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Why this is the Golden Age of television


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#1 OFFLINE   TomCat

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Posted 29 January 2013 - 06:54 AM

First, there are more great show available than ever, and all now in HD and most in 5.1.

Second, we are lucky to be living at a moment in time when we have the best drama ever on television, The Good Wife, and the best sitcom ever on television, Modern Family. Both at the same time.

Third, this moment won't last forever. The TV biz is slowly dying, and may suffer the same fate as the record industry, which is in a complete shambles. Netflix is Napsterizing it.
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#2 OFFLINE   SayWhat?

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Posted 29 January 2013 - 09:17 AM

You're about 60 years late. The Golden Age of TV was the 1950s.
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#3 OFFLINE   MysteryMan

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Posted 29 January 2013 - 09:19 AM

You're about 60 years late. The Golden Age of TV was the 1950s.


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#4 OFFLINE   dpeters11

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Posted 29 January 2013 - 09:23 AM

Hard to think of it as the golden age when we've got junk like Real Housewives, Jersey Shore or Honey Boo Boo. If any of those are cancelled, just replace them with a show that is on. I'm sure there are suitable replacements for the list :)

#5 OFFLINE   TomCat

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Posted 29 January 2013 - 10:23 AM

You're about 60 years late. The Golden Age of TV was the 1950s.

Please.

If you could wave your little magic wand and go back there, would you?

To black and white, 4:3 aspect ratio, cameras the size of a Buick meaning you don't leave the studio, resolution so fuzzy it hurts your eyes, lights that melt the makeup, mono audio so tinny and noisy you can hardly hear it, no captioning, 3 channels on only part of the day (two in most of the country), no zoom lenses, no Steadicam, no 3D, no 4K, no geostationary satellite technology, and most importantly no DVRs?

I didn't think so. If J. Fred Muggs is your idea of a Golden Age (for those too lazy to google he was an actual chimpanzee that co-hosted the Today show) then don't let the doorknob hit you on your way back there.

Using that logic, the Spanish Inquisition was the Golden Age for the Catholic church.

Edited by TomCat, 29 January 2013 - 10:31 AM.

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#6 OFFLINE   SayWhat?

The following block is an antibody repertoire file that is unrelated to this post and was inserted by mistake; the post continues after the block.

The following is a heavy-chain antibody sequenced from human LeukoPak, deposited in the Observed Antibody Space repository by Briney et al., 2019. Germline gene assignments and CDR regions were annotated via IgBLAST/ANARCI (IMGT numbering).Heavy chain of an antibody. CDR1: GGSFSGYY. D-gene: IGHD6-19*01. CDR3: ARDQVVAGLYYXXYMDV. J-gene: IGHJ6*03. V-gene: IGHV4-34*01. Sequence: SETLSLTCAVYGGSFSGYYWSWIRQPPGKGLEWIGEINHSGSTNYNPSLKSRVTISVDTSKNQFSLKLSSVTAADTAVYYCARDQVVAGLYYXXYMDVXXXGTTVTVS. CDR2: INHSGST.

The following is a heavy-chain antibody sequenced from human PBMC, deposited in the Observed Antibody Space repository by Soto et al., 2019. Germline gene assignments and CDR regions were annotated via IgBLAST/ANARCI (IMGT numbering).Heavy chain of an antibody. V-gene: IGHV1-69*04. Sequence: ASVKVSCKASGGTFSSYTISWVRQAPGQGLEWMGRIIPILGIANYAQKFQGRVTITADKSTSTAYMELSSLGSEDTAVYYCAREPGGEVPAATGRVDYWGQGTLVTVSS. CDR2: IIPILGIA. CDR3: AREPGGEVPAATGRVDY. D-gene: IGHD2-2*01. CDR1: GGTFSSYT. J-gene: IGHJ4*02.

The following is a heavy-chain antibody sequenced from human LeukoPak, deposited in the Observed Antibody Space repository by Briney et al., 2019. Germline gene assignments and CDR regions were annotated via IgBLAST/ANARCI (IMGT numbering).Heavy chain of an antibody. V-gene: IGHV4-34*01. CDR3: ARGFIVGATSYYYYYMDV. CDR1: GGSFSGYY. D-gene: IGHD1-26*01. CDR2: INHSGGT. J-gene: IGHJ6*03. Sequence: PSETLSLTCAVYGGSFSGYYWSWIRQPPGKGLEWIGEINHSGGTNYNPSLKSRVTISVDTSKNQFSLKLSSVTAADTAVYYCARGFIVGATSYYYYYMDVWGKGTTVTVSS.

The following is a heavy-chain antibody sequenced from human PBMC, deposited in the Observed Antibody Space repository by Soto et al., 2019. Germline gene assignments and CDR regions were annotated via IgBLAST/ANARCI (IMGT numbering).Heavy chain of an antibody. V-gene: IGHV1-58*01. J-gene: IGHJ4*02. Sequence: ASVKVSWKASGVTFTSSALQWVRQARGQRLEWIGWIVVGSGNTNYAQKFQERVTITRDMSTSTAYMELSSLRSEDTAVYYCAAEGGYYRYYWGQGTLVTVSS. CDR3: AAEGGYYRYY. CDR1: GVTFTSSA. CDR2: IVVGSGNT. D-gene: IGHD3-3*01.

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Posted 29 January 2013 - 10:56 AM

Hard to think of it as the golden age when we've got junk like Real Housewives, Jersey Shore or Honey Boo Boo. If any of those are cancelled, just replace them with a show that is on. I'm sure there are suitable replacements for the list :)


And what are there, 20 or so different CSI versions on now? Plus all the L&O variations? At least in the 50s there was some creativity.


Shall we go into the Infomercials?

This is more like the Leaden Age.
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#7 OFFLINE   SayWhat?

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Posted 29 January 2013 - 11:00 AM

Please.

If you could wave your little magic wand and go back there, would you?


I'm trying hard. Recording a lot of Burns & Allen, Jack Benny, (B&W) Dragnet, Racket Squad, Naked City, Sgt. Preston and anything else I can find on the air on the oldies channels. DVDs on the shelf include a collection of 50s cop shows, Wanted: Dead Or Alive and so on.

What special effect they used and stunts they did were real, not CGI. Suspense was done in the script writing, not by splashing blood all over the set and throwing body parts around.

Comedy wasn't 7th Grade 'bathroom humor'.
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#8 OFFLINE   olguy

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Posted 29 January 2013 - 11:05 AM

Golden age of television technology - okay. Golden age of program content - not so much. The technology is wasted.
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#9 OFFLINE   Nick

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Posted 29 January 2013 - 11:15 AM

I am currently in process of watching the entire 'Twilight Zone' series on Netflix. A show from the old golden age, being played back in the new golden age. Where does that fall? Somewhere in the... well you know. :P

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#10 OFFLINE   SayWhat?

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Posted 29 January 2013 - 11:33 AM

And I regularly watch "Lawman", "Matt Dillon", "Have Gun, Will Travel" and others on Encore Westerns.